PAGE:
You can join our broadcast services on most mobile devices, using this link. There was some confusion last week, as you will not see the service on the Beth Tzedec home page if you are on a mobile device. We're working to resolve this issue as soon as possible, but as of right now, anyone can find our service broadcasts here, no matter which device they use.

If you are still having trouble accessing the live streams, please call the synagogue office at 416-781-3511, following Shabbat, and someone will be in touch to help troubleshoot the issue.

What is the likely plan for each Shabbat moving forward?
Until we can have a minyan present, we are going to broadcast Kabbalat Shabbat and Shabbat morning services live to the Beth Tzedec website. We will continue to grow in our capacity and would encourage you to continue to share your feedback by emailing your thoughts to any of us.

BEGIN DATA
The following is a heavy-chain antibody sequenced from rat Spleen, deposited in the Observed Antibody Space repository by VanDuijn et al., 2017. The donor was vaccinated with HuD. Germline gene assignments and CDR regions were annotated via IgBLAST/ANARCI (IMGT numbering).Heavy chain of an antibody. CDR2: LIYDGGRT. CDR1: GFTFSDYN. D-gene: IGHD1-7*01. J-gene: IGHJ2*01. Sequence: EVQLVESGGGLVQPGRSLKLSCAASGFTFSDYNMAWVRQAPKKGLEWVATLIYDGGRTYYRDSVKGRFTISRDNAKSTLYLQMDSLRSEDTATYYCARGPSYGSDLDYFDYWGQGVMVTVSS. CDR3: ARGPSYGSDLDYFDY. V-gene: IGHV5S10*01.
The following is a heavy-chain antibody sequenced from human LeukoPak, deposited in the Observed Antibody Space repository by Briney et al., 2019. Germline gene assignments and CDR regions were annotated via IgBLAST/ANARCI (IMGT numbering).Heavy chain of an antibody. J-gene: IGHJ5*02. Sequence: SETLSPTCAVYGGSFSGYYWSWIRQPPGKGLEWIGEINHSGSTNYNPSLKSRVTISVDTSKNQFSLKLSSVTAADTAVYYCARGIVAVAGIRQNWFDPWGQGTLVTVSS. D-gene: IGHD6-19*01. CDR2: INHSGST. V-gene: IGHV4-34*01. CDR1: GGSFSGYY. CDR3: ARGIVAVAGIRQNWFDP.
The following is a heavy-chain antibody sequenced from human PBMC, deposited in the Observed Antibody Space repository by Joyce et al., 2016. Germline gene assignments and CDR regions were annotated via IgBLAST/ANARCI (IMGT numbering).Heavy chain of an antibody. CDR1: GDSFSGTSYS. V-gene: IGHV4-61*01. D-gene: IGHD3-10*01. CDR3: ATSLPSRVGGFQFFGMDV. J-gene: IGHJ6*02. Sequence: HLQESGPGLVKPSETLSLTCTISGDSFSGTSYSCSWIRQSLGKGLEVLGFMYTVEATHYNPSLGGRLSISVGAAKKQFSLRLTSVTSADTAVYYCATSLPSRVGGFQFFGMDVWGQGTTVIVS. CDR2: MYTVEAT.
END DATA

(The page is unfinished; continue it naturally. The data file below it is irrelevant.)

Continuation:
From a technological perspective, we have equipment to buy, skills to develop and more learning to do to ensure we can meet our goal: virtual prayer services that are personal, engaging, authentic, sensitive and excellent.

We also heard from our community that there is a desire for resources for those who want to create their own experiences on Shabbat and holy days, and we're working to do that as well. If you have an idea of what those resources might look like, please get in touch.

Now that we have demonstrated what we are capable of, we move forward together!

Thank you,

Debbie Rothstein, President

Bernie Gropper, Chair of the Board

Rabbi Steven Wernick, The Anne and Max Tanenbaum Senior Rabbi

Randy Spiegel, Executive Director